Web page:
Guest Post from Ink and Daggers

Reprinted with permission from the poet.  More of her work can be seen on the Ink and Daggers tumblr

I do write quite a bit more than draw, but I tend to keep most of that private. I also don’t write a whole lot of poetry. I did write this one though. I’ve worked with autistic folks, mostly young children, for the better part of the last decade. Autism and disability are the major focus of most of my creative works, as a space to process my own struggles with the “disability services sector.”

Content warning for ableist, institutional child abuse.

Image: Illustration of small boy with light skin and dark, wavy hair sitting in a chair.  He has a scared expression on his face.  His arms are up defensively as a pair of adult hands is in front of him, pointing a spray bottle toward him.  There are several classroom posters behind the boy, a pink ASL alphabet, a multicolored handprint poster and a brown poster with white pecs cards.  There is a table to the left of the boy with an open notebook that looks like a behavior chart and a clear glass.

Image: Illustration of small boy with light skin and dark, wavy hair sitting in a chair. He has a scared expression on his face. His arms are up defensively as a pair of adult hands is in front of him, pointing a spray bottle toward him. There are several classroom posters behind the boy, a pink ASL alphabet, a multicolored handprint poster and a brown poster with white pecs cards. There is a table to the left of the boy with an open notebook that looks like a behavior chart and a clear glass.

——

“My name is Christine and I work with children with autism”

i
the first time i hurt a child
my boss tells me i am good at my job
the second time i hurt a child
my boss tells me i am good at my job
the third time i hurt a child
my boss tells me i am good at my job
i like my job
i am good at my job
positive reinforcement

ii
my boyfriend hates picking me up after work
he says its the sterile environment
schools shouldn’t look like a hospital, he says
i feel exhausted as i reflect on the sterile, clinical building
then i remember that this isn’t a school
this is a treatment center

iii
i’m so sorry
but that is not earning your token
stand up
sit down
stand up
sit down
stand up
sit down
stand up
sit down
stand up
sit down
stand up
sit down
stand up
sit down
stand up
sit down
stand up
sit down
stand up
sit down

iv
he asks me if i’ll do the horsie song
i’m sitting in the shade and he plummets into my lap before i can respond
it is a rare treat for him to speak
i can’t help but indulge him, so i sing
“this is how the ladies ride, up and down, side by side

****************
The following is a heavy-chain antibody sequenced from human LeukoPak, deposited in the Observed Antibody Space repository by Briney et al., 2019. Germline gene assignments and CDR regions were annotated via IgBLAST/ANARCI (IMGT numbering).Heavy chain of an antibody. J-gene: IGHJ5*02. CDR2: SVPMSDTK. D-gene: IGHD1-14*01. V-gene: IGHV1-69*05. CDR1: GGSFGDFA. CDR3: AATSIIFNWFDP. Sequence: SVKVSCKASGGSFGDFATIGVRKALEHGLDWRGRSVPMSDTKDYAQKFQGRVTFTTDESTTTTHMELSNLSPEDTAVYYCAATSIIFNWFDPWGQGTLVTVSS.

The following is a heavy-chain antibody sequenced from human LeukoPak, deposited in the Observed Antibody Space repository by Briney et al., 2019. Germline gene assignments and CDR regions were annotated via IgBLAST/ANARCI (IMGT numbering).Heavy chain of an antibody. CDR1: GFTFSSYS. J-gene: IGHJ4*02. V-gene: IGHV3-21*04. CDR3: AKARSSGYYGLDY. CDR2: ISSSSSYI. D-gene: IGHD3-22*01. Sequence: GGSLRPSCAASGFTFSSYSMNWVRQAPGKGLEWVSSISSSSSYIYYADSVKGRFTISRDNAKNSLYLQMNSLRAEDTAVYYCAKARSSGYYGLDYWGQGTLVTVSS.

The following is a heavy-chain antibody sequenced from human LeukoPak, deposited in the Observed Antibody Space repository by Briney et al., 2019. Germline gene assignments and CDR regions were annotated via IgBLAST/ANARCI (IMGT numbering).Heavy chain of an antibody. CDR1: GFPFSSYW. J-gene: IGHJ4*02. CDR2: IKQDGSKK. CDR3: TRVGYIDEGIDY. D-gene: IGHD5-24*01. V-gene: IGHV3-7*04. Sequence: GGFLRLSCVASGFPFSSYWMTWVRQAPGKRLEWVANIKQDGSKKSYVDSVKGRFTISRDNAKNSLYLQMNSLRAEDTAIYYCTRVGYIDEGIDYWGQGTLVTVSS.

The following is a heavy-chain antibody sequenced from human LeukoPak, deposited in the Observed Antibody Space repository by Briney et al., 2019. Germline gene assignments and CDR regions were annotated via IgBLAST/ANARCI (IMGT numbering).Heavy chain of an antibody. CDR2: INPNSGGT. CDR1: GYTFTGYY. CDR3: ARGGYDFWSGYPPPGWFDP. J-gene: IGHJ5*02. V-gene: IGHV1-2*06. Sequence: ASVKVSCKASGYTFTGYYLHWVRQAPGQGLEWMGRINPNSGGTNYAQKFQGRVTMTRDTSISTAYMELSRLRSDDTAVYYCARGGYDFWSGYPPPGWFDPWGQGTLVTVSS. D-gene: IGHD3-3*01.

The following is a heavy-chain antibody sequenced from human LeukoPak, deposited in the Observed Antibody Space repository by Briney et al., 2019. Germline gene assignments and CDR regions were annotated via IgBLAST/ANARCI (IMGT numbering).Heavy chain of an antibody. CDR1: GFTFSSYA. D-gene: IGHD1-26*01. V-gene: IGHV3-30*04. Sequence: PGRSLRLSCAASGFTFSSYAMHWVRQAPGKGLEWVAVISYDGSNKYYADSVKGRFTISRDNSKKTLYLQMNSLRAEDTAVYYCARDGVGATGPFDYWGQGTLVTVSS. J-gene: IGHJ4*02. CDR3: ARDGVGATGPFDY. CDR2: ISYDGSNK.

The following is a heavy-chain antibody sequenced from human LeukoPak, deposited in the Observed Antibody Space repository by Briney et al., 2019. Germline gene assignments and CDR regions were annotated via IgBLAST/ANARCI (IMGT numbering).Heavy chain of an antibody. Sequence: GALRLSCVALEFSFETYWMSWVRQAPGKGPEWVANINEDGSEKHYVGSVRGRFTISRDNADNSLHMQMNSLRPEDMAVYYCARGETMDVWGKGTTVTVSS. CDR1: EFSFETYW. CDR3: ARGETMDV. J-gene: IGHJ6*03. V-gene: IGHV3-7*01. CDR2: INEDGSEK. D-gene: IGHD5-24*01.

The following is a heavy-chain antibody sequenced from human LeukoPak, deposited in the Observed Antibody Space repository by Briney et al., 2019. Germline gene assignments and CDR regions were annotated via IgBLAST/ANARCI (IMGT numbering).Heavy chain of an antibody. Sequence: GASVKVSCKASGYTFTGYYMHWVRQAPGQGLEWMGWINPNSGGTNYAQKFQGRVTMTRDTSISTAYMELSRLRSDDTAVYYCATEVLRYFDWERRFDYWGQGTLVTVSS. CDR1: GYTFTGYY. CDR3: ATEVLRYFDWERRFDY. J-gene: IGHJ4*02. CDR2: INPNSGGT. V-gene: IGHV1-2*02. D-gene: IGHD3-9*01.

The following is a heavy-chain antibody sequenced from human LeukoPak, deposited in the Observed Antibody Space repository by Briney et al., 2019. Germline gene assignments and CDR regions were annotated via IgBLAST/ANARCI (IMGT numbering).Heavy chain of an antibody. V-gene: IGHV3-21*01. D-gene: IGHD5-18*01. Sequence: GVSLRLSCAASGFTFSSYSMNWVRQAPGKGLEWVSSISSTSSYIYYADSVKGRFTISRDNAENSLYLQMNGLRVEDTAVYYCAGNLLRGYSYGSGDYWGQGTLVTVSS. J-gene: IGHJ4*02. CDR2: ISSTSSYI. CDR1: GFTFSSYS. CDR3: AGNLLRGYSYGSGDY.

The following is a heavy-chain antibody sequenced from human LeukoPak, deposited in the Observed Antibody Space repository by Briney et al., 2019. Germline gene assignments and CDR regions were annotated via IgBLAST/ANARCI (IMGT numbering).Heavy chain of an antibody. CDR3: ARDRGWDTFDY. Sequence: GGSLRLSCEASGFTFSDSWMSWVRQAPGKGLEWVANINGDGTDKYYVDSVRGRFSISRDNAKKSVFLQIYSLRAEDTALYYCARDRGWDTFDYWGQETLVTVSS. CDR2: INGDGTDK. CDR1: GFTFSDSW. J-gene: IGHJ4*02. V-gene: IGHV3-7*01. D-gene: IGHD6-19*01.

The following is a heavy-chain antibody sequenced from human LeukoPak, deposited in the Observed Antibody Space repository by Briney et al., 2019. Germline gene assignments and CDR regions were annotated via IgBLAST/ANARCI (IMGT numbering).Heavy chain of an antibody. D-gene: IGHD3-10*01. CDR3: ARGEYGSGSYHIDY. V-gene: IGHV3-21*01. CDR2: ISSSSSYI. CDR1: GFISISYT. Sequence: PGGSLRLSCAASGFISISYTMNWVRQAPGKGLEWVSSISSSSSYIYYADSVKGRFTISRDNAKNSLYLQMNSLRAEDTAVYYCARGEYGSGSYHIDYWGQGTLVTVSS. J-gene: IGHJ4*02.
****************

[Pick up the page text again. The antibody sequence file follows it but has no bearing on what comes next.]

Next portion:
this is how the horsies go, yippity yi, yippity yo!”
he laughs and thanks me before bolting back to the playground

v
i lose count of how many times i hurt children
i don’t know if its the hundreth or thousanth or millionth time i hurt a child
i’m holding a spray bottle of vinegar
he spits it out after the third time
sobbing, he tells me that he hates his life and wants to die
six years old
the kid sitting next to him cannot speak, and instead starts wailing
i’m a bad person, i think
i hesitate
my boss tells me that i am not doing my job
i go home and cry
the next day i don’t hesitate
positive punishment

vi
my boss calls all the classroom staff in for a meeting
she tells us that we need to stop being so affectionate with the children
it is unprofessional and inappropriate, she insists
she warns us that we will be put on corrective action for any future offenses
a week later he asks me if i will sing the horsie song
so i sing him the horsie song
after our sessions are over, my boss calls me into her office
i am put on corrective action
but that’s how you do the horsie song, i argue
i warned you, she reminds me

vii
i am told there will be a few positions open for full time
i am encouraged to apply
i begin filling out the application
i think about the pay raise
i think about having my own classroom
i think about training new staff
i think about what we do
i turn off the computer before i finish the application
i leave the center and never come back

viii
my new job is much better
but the center is still open
less than five minutes away from my apartment
hundreds of children still spend their days there
stand up
sit down
no longer seeing it doesn’t make it any less of a material reality
stand up…

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About Lei

PACLA is an Autistic friendly space dedicated to guiding parents toward respectful supports and accommodations for their Autistic children through the concepts of gentle parenting and a belief in the value of neurodiversity.

Posted on July 8, 2015, in Parenting Autistic Children with Love and Acceptance. Bookmark the permalink. Leave a comment.

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